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Question:
How much should I expect to pay for supplements? Are higher-priced supplements any better than low-priced brands?

Answer:
You certainly don't need to pay the highest prices to get good quality supplements. In fact, ConsumerLab.com has found that some of the most economical products, costing pennies a day, are of better quality than premium-priced supplements costing more than a dollar a day.  For the past several years ConsumerLab.com has included price and cost comparisons along with its test results and quality ratings. Here are some examples of how much (or little!) you need to spend to get top-quality supplements based on the products we have tested. Use the links to go to the reports and see the products and learn more about them.

Type of Supplement
(Serving Size Compared)
Lowest Cost for Approved-Quality Product
(Highest Price)*

Calcium (500 mg) 10 cents (11 cents, or up to $1.44 for combination products)
CoQ10 (100 mg) 9 cents (78 cents)
Fish Oil (500 mg EPA and DHA) 5 cents ($1.05)
Garcinia cambogia (1,500 mg HCA) 74 cents ($2.08)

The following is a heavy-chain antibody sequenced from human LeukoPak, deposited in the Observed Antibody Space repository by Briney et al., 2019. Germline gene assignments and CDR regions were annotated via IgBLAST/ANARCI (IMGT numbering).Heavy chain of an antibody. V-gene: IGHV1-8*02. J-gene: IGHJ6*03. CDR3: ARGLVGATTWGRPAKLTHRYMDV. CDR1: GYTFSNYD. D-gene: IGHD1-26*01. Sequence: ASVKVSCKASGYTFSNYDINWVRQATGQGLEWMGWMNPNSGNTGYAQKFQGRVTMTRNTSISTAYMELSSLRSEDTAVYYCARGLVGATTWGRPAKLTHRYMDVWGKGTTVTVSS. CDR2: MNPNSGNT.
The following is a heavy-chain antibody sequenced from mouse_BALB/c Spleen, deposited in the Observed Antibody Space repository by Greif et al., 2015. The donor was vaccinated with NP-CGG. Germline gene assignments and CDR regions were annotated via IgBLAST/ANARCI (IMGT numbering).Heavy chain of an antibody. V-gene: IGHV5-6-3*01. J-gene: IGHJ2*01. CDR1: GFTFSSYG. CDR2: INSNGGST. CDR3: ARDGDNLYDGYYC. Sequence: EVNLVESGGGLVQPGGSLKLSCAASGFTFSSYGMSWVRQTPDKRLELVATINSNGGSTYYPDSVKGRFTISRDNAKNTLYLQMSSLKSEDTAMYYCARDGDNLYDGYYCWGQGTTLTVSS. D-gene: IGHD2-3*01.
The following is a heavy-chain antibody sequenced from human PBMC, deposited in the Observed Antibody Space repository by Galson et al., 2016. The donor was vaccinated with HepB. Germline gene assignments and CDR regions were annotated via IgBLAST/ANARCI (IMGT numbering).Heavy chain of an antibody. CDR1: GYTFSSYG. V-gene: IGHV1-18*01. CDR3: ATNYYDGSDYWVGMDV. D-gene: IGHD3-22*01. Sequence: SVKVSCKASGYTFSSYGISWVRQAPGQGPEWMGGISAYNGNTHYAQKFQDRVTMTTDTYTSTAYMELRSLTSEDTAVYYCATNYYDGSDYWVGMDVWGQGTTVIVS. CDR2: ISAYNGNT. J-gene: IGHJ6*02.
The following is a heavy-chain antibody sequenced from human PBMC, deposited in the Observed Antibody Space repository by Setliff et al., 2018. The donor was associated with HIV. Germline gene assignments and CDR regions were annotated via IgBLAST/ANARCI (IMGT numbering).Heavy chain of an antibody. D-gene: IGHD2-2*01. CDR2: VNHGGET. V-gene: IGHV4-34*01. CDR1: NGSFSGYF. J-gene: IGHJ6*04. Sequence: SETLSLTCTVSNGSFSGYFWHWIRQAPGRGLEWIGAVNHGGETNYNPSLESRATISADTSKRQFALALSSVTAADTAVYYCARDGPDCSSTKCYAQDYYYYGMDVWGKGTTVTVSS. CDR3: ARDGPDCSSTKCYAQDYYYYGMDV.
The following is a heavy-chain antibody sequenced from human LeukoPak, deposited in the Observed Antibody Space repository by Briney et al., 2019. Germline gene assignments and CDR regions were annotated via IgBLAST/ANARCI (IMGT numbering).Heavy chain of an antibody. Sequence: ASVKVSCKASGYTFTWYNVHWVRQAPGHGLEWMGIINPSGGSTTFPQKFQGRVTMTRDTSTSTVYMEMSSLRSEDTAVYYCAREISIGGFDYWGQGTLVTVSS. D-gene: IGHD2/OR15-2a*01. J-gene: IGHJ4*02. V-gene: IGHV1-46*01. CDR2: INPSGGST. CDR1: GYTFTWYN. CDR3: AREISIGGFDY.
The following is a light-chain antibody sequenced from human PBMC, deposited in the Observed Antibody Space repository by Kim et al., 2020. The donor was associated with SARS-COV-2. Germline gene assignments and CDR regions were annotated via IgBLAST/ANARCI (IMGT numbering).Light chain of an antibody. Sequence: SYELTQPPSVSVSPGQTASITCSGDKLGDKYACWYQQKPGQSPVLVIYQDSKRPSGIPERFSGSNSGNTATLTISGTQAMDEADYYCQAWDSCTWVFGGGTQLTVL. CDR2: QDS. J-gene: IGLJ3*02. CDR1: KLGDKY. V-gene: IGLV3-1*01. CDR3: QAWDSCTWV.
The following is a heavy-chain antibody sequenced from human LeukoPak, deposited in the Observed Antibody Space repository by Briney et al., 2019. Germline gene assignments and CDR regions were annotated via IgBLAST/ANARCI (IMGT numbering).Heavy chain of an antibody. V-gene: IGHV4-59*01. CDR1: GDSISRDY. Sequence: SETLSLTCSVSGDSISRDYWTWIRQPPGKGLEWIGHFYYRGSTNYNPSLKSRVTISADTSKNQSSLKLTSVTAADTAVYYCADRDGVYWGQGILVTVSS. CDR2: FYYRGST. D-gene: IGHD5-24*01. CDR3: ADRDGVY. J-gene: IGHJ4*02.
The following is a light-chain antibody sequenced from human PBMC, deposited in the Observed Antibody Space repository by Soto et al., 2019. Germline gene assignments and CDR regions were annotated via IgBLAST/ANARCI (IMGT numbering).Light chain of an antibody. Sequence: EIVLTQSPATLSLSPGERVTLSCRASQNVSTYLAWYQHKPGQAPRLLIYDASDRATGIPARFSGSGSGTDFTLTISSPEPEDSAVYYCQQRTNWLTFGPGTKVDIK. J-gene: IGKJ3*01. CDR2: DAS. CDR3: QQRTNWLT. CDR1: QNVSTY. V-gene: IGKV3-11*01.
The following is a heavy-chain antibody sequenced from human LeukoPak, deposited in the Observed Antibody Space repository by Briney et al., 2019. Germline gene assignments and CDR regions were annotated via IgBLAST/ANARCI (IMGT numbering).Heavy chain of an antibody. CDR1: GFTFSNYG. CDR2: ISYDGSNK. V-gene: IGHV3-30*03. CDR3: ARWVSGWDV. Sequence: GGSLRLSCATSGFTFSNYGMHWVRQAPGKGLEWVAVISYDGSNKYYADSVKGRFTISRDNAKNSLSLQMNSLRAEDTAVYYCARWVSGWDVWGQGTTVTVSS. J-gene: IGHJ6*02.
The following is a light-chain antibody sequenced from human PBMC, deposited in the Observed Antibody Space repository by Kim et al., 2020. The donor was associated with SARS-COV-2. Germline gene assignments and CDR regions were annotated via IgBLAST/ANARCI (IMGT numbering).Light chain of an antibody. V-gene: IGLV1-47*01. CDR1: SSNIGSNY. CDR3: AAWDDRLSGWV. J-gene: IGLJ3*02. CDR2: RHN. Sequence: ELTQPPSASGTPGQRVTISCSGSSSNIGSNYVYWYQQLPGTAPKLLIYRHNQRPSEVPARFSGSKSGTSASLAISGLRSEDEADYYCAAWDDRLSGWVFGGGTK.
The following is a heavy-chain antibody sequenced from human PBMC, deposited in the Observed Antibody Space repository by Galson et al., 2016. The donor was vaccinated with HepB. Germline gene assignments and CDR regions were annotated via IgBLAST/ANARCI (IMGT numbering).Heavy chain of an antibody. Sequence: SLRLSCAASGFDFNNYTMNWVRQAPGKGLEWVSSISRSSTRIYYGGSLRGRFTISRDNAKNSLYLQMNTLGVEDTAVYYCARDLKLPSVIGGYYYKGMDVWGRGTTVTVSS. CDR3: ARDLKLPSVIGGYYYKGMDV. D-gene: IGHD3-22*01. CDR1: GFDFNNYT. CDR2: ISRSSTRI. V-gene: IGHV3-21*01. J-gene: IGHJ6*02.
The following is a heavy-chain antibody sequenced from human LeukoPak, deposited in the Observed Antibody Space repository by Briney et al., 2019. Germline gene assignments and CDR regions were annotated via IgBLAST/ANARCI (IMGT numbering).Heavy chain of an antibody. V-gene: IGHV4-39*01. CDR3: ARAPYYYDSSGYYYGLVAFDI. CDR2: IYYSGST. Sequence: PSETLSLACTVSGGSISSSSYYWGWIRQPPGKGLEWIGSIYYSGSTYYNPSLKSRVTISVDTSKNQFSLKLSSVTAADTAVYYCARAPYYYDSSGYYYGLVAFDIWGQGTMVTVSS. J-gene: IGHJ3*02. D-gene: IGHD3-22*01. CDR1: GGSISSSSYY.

Green Tea (200 mg EGCG) 10 cents ($1.65)
Iron (25 mg) 2 cents (59 cents)
Krill Oil (100 mg EPA and DHA) 19 cents (54 cents)
Lutein (10 mg) 9 cents ($1.19)
Magnesium (200 mg) 2 cents (83 cents)
Melatonin (3 mg) 4 cents (1.36)
Multivitamin (Daily serving) 3 cents ($1.83)
Probiotic (1 billion organisms) 1 cent ($1.00)
Protein Powder (20 g protein) 61 cents ($2.06, or up to $5.14 for meal replacement products)  
Red Yeast Rice (600 mg) 7 cents (43 cents)
Resveratrol (100 mg trans-resveratrol) 6 cents ($3.33)
Turmeric (500 mg Curcuminoids) 13 cents (52 cents)
Ubiquinol (100 mg) 43 cents ($1.33)
Valerian (2.4 mg valerenic acids) 12 cents ($1.14)
Vitamin C (500 mg) 1 cent (78 cents)
Vitamin D (400 IU of D3) 1 cent (37 cents)
*Costs based on products reviewed at the time this answer was posted (12/6/2013).


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This CL Answer initially posted on 12/6/2013. Last updated 8/8/2017.

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